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Bestselling Books Are Getting Longer, Study Finds

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iStock

Good news for fans of long, immersive literature: According to a recent survey by Vervesearch on behalf of interactive publisher Flipsnack, bestselling books are getting longer. Vervesearch chose 2515 books from The New York Times bestseller and notable books lists and Google’s annual survey of most-discussed books, and found that, on average, page length has increased by 25 percent over the last 15 years, growing from around 320 pages in 1999 to 400 in 2014.

It’s a fascinating finding, though its implications are unclear. Some believe the shift from print copies to digital e-readers has encouraged readers to pick up longer books. James Finlayson from Vervesearch told The Guardian that he believes seeing a large book in a bookshop can be intimidating to casual readers, whereas “on Amazon the size of a book is just a footnote that you don’t really pay all that much attention to.”

But according to The Guardian, some of the most popular e-book genres, such as romance and crime, produce the shortest books. In contrast to Finlayson's theory, Granta editor Max Porter believes that the popularity of long books has its roots in a cultural, rather than technological, shift. As he explained it to The Guardian, “The novel has come into its own novel-ness. There so many demands on our attention, so many competing forms, that these novels have decided to relish being big and long, to demand that you sit in a chair, turn off your phone and devote some time to them.”

Further research is likely needed to pinpoint why books are getting longer. For now, readers can form their own theories—or just jump into one of the long, excellent novels on the current New York Times bestsellers list.

[h/t: The Guardian]

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TASCHEN
Everything You Need to Know About Food in One Book
TASCHEN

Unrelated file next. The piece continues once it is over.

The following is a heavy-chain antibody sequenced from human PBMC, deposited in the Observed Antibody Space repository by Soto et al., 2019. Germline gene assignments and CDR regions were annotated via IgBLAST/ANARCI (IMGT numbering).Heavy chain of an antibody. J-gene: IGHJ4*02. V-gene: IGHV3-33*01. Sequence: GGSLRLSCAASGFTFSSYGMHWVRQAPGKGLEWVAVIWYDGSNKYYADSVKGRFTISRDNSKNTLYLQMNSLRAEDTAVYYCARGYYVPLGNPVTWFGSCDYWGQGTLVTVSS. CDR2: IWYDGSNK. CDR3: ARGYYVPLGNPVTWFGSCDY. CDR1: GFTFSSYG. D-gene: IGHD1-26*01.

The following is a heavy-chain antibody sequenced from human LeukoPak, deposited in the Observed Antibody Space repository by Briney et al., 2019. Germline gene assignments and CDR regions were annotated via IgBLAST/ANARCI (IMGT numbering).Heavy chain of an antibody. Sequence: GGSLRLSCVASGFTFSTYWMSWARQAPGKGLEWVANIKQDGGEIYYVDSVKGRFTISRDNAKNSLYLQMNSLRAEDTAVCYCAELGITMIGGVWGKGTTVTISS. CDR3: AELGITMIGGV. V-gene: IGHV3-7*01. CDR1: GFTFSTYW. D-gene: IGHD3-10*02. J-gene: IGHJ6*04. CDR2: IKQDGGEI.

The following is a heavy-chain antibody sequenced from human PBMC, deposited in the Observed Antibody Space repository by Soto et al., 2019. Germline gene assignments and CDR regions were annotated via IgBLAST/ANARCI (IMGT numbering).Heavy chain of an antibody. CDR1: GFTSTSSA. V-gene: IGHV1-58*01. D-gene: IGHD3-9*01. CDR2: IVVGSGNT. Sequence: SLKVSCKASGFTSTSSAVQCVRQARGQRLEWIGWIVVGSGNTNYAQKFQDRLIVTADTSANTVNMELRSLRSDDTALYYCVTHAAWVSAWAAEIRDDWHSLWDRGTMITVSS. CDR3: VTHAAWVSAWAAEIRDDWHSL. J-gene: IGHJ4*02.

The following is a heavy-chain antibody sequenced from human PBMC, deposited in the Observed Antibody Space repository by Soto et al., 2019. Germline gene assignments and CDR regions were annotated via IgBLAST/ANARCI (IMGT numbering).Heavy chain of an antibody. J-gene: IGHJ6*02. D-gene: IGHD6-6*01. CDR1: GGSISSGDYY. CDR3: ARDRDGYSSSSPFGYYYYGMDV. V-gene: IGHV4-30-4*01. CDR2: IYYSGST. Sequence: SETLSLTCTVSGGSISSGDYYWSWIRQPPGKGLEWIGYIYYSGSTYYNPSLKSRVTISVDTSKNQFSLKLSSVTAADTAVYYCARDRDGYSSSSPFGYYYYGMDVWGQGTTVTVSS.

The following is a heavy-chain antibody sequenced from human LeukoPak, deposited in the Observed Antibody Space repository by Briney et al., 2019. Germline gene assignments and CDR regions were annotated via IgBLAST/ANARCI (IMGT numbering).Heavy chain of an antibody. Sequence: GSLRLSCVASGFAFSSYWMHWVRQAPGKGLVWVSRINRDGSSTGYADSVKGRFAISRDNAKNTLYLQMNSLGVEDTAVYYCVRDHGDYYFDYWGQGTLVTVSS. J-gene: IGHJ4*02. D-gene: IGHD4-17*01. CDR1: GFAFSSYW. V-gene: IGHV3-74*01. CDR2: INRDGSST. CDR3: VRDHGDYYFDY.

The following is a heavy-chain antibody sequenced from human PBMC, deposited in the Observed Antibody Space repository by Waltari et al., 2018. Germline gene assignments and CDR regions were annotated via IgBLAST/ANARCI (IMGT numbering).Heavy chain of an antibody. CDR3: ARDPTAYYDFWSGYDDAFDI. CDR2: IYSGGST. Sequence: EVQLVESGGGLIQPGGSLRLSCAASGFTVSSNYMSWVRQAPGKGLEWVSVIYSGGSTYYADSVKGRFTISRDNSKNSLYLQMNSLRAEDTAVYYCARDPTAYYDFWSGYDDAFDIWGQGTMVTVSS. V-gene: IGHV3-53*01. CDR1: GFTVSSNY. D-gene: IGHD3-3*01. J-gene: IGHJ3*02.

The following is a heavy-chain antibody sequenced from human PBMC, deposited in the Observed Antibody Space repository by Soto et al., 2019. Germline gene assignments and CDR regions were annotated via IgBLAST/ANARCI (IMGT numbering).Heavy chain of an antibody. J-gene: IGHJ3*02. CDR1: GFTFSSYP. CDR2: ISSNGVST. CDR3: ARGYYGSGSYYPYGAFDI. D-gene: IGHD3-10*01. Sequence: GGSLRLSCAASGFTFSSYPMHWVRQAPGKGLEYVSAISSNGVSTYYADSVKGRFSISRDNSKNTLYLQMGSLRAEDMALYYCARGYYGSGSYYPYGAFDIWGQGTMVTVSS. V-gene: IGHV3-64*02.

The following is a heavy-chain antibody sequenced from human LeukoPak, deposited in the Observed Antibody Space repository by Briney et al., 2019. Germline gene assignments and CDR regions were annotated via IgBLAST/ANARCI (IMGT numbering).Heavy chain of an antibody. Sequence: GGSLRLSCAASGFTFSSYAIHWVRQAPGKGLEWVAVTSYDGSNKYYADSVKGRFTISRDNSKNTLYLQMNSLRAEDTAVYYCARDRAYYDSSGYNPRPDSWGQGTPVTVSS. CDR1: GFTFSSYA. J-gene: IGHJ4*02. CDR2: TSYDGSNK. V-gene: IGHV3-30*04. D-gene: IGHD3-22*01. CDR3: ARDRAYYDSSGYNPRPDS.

TASCHEN

If you find yourself mixing up nigiri and sashimi at sushi restaurants or don’t know which fruits are in season, then this is the book for you. Food & Drink Infographics, published by TASCHEN, is a colorful and comprehensive guide to all things food and drink.

The book combines tips and tricks with historical context about the ways in which different civilizations illustrated and documented the foods they ate, as well as how humans went from hunter-gatherers to modern-day epicureans. As for the infographics, there’s a helpful graphic explaining the number of servings provided by different cake sizes, a heat index of various chilies, a chart of cheeses, and a guide to Italian cold cuts, among other delectable charts.

The 480-page coffee table book, which can be purchased on Amazon for $56, is written in three languages: English, French, and German. The infographics themselves come from various sources, and the text is provided by Simone Klabin, a New York City-based writer and lecturer on film, art, culture, and children’s media.

Keep scrolling to see a few of the infographics featured in the book.

An infographic about cheese
TASCHEN

An infographic about cakes
Courtesy of TASCHEN

An infographic about fruits in season
Courtesy of TASCHEN
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YouTube/Great Big Story
See the Secret Paintings Hidden in Gilded Books
YouTube/Great Big Story
YouTube/Great Big Story

The art of vanishing fore-edge painting—hiding delicate images on the front edges of gilded books—dates back to about 1660. Today, British artist Martin Frost is the last remaining commercial fore-edge painter in the world. He works primarily on antique books, crafting scenes from nature, domestic life, mythology, and Harry Potter. Great Big Story recently caught up with him in his studio to learn more about his disappearing art. Learn more in the video below.

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